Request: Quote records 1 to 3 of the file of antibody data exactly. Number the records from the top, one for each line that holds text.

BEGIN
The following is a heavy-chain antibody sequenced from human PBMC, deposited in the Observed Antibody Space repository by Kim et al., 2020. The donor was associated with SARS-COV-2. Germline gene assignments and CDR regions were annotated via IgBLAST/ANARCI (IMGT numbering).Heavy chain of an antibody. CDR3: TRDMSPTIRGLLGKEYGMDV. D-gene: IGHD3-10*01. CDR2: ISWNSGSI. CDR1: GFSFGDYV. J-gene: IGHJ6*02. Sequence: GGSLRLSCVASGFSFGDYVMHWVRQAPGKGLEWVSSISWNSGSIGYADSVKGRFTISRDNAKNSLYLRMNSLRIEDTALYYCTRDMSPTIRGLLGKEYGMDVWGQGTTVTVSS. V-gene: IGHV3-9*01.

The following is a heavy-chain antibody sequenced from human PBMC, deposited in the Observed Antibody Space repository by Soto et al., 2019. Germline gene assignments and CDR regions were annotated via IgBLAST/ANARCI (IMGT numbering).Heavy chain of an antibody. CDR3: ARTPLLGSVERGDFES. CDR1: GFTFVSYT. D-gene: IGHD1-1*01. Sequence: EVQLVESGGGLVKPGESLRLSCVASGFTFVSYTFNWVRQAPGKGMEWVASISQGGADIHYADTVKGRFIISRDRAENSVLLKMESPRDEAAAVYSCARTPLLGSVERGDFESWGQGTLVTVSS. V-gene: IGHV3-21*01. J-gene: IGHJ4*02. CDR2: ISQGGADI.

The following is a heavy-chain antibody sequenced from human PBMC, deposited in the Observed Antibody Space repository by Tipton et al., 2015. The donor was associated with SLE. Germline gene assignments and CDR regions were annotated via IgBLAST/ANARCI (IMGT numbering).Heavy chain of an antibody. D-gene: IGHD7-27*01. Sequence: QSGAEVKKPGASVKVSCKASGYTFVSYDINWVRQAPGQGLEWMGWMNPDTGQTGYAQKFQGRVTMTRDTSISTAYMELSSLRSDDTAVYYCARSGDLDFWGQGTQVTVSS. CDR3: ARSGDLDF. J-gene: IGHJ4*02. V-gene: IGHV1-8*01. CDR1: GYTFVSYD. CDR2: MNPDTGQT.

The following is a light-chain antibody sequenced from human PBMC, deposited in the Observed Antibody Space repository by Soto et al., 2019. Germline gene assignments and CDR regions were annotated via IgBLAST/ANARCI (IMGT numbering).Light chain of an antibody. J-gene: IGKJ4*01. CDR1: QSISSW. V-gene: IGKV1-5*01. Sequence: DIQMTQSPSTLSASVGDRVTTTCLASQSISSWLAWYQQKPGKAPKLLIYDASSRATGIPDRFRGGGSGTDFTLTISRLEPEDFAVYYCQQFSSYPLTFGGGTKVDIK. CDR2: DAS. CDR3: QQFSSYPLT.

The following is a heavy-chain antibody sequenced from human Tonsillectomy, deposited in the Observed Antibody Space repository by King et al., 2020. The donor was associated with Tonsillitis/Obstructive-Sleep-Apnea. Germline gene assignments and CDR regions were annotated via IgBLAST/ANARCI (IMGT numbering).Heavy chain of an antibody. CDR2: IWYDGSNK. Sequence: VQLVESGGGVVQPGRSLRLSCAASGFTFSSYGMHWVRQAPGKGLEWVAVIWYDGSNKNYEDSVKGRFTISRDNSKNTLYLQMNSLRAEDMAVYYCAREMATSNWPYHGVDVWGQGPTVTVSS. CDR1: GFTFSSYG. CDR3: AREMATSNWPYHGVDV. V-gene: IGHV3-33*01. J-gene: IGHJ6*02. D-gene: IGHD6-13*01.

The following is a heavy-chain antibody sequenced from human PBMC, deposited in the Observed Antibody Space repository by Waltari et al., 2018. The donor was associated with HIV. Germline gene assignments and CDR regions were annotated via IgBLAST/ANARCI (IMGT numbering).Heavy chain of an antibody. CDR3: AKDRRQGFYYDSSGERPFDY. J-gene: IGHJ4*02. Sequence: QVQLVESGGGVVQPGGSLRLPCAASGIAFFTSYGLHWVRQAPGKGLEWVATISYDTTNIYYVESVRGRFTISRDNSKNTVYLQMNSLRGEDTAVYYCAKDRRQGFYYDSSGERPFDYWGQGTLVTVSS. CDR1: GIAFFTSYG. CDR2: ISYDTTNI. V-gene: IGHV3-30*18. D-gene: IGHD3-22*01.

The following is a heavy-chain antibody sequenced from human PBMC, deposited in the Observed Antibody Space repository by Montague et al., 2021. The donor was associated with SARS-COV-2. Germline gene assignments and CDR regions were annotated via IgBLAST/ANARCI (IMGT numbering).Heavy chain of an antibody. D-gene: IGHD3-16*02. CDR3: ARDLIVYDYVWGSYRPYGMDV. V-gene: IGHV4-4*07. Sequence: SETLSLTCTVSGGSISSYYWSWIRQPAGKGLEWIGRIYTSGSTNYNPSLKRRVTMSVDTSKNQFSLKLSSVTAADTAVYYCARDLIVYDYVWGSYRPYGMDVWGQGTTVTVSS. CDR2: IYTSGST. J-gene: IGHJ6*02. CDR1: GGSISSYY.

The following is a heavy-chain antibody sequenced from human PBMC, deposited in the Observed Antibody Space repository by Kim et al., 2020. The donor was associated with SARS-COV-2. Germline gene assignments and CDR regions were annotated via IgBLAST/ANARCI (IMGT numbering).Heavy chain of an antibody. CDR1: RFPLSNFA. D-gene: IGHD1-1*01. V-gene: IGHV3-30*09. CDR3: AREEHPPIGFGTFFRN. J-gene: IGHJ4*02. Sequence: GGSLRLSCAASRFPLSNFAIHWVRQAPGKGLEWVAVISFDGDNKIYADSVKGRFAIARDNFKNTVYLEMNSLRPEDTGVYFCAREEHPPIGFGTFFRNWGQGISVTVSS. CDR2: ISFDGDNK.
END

The following is a heavy-chain antibody sequenced from human PBMC, deposited in the Observed Antibody Space repository by Kim et al., 2020. The donor was associated with SARS-COV-2. Germline gene assignments and CDR regions were annotated via IgBLAST/ANARCI (IMGT numbering).Heavy chain of an antibody. CDR3: TRDMSPTIRGLLGKEYGMDV. D-gene: IGHD3-10*01. CDR2: ISWNSGSI. CDR1: GFSFGDYV. J-gene: IGHJ6*02. Sequence: GGSLRLSCVASGFSFGDYVMHWVRQAPGKGLEWVSSISWNSGSIGYADSVKGRFTISRDNAKNSLYLRMNSLRIEDTALYYCTRDMSPTIRGLLGKEYGMDVWGQGTTVTVSS. V-gene: IGHV3-9*01.

The following is a heavy-chain antibody sequenced from human PBMC, deposited in the Observed Antibody Space repository by Soto et al., 2019. Germline gene assignments and CDR regions were annotated via IgBLAST/ANARCI (IMGT numbering).Heavy chain of an antibody. CDR3: ARTPLLGSVERGDFES. CDR1: GFTFVSYT. D-gene: IGHD1-1*01. Sequence: EVQLVESGGGLVKPGESLRLSCVASGFTFVSYTFNWVRQAPGKGMEWVASISQGGADIHYADTVKGRFIISRDRAENSVLLKMESPRDEAAAVYSCARTPLLGSVERGDFESWGQGTLVTVSS. V-gene: IGHV3-21*01. J-gene: IGHJ4*02. CDR2: ISQGGADI.

The following is a heavy-chain antibody sequenced from human PBMC, deposited in the Observed Antibody Space repository by Tipton et al., 2015. The donor was associated with SLE. Germline gene assignments and CDR regions were annotated via IgBLAST/ANARCI (IMGT numbering).Heavy chain of an antibody. D-gene: IGHD7-27*01. Sequence: QSGAEVKKPGASVKVSCKASGYTFVSYDINWVRQAPGQGLEWMGWMNPDTGQTGYAQKFQGRVTMTRDTSISTAYMELSSLRSDDTAVYYCARSGDLDFWGQGTQVTVSS. CDR3: ARSGDLDF. J-gene: IGHJ4*02. V-gene: IGHV1-8*01. CDR1: GYTFVSYD. CDR2: MNPDTGQT.